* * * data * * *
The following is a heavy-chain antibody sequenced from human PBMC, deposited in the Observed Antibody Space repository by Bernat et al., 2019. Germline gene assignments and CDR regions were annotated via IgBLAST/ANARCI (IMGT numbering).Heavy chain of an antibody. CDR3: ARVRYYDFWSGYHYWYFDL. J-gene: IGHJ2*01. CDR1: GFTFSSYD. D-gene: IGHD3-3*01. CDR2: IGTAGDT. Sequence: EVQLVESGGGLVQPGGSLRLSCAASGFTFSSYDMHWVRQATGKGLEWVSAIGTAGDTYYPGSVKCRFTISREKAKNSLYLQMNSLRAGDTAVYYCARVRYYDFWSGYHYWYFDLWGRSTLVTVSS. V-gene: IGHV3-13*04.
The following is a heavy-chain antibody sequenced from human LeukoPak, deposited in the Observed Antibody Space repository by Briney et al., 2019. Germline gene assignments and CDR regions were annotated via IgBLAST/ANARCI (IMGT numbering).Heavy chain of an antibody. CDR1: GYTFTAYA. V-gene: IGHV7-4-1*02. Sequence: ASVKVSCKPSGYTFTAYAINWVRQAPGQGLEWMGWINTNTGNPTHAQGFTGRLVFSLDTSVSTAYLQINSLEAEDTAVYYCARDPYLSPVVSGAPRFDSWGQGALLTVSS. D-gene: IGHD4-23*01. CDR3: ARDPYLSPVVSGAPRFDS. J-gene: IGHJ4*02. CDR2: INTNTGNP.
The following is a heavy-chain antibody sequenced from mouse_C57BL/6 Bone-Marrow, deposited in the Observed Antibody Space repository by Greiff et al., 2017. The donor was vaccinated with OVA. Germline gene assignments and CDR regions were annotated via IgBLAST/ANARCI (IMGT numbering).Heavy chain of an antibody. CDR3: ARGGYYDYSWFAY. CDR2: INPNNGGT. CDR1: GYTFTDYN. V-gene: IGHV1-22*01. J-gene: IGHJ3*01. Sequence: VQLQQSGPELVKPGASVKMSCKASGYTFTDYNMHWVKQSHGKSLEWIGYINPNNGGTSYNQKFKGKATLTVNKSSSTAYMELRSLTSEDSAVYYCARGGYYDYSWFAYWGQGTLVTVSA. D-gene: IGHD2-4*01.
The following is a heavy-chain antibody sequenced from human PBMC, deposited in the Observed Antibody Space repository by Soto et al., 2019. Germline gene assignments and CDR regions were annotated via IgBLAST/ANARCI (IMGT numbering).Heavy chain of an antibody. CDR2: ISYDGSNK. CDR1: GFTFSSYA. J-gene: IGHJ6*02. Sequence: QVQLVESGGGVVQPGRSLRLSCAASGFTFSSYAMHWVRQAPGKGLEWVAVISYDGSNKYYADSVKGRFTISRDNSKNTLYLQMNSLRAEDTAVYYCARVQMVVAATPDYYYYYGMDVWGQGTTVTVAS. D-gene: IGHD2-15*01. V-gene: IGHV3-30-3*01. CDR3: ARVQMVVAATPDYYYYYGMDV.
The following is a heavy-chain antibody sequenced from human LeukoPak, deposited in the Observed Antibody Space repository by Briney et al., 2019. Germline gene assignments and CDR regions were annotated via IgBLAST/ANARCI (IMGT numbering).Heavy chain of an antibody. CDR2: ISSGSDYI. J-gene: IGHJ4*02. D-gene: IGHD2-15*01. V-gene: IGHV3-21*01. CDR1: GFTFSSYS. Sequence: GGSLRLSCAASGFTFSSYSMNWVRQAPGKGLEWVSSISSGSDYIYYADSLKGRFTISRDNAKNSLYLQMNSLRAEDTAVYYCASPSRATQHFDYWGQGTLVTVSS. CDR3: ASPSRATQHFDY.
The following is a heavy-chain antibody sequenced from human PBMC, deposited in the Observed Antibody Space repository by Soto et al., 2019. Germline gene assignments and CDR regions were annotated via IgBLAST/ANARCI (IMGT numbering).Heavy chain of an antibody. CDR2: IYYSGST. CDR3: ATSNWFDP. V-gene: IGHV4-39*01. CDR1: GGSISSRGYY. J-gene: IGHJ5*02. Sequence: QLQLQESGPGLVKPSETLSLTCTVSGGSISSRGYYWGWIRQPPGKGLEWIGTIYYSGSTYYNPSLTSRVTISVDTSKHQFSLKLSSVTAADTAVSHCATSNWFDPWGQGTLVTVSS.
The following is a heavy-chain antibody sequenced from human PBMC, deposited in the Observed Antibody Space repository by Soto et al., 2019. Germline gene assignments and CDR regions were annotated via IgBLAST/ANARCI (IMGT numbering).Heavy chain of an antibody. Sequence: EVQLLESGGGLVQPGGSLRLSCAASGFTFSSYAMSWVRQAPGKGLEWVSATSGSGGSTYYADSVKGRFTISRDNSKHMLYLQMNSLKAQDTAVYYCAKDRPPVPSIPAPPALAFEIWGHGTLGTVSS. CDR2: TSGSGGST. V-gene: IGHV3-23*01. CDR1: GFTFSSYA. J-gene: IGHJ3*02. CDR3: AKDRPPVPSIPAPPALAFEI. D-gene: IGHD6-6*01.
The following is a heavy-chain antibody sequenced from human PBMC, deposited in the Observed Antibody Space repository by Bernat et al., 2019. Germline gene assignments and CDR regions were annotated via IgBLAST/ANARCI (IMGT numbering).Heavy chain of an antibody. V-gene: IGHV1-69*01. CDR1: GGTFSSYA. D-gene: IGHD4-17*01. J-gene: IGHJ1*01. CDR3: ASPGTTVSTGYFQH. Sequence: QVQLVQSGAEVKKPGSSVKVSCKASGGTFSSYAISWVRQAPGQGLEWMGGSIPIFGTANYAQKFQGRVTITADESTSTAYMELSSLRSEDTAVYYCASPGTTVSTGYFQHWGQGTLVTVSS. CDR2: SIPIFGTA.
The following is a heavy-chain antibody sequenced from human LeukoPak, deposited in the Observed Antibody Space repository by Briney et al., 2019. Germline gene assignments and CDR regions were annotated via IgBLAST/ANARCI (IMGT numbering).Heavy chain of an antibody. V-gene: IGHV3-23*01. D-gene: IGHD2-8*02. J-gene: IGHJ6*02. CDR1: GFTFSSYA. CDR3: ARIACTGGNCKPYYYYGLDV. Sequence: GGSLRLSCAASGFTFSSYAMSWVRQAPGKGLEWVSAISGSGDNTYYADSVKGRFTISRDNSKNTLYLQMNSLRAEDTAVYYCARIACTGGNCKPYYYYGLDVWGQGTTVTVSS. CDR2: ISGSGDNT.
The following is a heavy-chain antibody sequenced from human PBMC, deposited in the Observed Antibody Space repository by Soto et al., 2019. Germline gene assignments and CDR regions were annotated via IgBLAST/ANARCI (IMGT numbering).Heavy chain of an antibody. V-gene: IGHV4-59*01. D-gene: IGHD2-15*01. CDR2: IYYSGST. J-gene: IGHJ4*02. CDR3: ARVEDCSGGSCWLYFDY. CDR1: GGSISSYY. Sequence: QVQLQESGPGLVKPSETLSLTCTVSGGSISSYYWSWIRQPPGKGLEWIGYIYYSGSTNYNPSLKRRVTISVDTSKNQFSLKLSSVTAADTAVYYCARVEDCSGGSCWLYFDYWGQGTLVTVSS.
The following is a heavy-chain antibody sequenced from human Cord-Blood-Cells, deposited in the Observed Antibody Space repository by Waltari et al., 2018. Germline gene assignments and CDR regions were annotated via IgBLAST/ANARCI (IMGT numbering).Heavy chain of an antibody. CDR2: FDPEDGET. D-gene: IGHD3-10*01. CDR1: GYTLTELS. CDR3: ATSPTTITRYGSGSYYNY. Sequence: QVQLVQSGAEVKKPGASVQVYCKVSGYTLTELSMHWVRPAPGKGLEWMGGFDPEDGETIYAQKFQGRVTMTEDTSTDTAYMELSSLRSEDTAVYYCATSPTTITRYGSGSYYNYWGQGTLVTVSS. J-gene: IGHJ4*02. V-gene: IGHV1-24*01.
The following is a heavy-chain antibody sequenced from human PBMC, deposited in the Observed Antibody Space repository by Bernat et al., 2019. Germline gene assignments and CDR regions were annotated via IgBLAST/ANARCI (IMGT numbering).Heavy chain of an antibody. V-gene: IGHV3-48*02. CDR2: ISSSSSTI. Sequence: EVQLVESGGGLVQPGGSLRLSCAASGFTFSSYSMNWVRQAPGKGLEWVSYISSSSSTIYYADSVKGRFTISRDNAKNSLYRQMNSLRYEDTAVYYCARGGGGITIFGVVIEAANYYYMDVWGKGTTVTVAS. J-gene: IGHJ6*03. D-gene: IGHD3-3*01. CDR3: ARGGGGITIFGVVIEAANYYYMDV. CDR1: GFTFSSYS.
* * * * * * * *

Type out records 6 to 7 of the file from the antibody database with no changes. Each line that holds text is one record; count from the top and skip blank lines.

The following is a heavy-chain antibody sequenced from human PBMC, deposited in the Observed Antibody Space repository by Soto et al., 2019. Germline gene assignments and CDR regions were annotated via IgBLAST/ANARCI (IMGT numbering).Heavy chain of an antibody. CDR2: IYYSGST. CDR3: ATSNWFDP. V-gene: IGHV4-39*01. CDR1: GGSISSRGYY. J-gene: IGHJ5*02. Sequence: QLQLQESGPGLVKPSETLSLTCTVSGGSISSRGYYWGWIRQPPGKGLEWIGTIYYSGSTYYNPSLTSRVTISVDTSKHQFSLKLSSVTAADTAVSHCATSNWFDPWGQGTLVTVSS.
The following is a heavy-chain antibody sequenced from human PBMC, deposited in the Observed Antibody Space repository by Soto et al., 2019. Germline gene assignments and CDR regions were annotated via IgBLAST/ANARCI (IMGT numbering).Heavy chain of an antibody. Sequence: EVQLLESGGGLVQPGGSLRLSCAASGFTFSSYAMSWVRQAPGKGLEWVSATSGSGGSTYYADSVKGRFTISRDNSKHMLYLQMNSLKAQDTAVYYCAKDRPPVPSIPAPPALAFEIWGHGTLGTVSS. CDR2: TSGSGGST. V-gene: IGHV3-23*01. CDR1: GFTFSSYA. J-gene: IGHJ3*02. CDR3: AKDRPPVPSIPAPPALAFEI. D-gene: IGHD6-6*01.